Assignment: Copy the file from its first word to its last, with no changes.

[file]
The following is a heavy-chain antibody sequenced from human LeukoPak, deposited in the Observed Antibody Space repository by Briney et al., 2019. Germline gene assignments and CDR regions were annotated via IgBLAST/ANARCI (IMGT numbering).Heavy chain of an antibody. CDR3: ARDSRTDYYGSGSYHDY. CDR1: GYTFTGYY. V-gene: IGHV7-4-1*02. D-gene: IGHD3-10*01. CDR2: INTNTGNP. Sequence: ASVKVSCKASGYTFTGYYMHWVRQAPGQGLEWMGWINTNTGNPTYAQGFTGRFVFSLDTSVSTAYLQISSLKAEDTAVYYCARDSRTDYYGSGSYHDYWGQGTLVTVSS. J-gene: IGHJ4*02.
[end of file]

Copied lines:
The following is a heavy-chain antibody sequenced from human LeukoPak, deposited in the Observed Antibody Space repository by Briney et al., 2019. Germline gene assignments and CDR regions were annotated via IgBLAST/ANARCI (IMGT numbering).Heavy chain of an antibody. CDR3: ARDSRTDYYGSGSYHDY. CDR1: GYTFTGYY. V-gene: IGHV7-4-1*02. D-gene: IGHD3-10*01. CDR2: INTNTGNP. Sequence: ASVKVSCKASGYTFTGYYMHWVRQAPGQGLEWMGWINTNTGNPTYAQGFTGRFVFSLDTSVSTAYLQISSLKAEDTAVYYCARDSRTDYYGSGSYHDYWGQGTLVTVSS. J-gene: IGHJ4*02.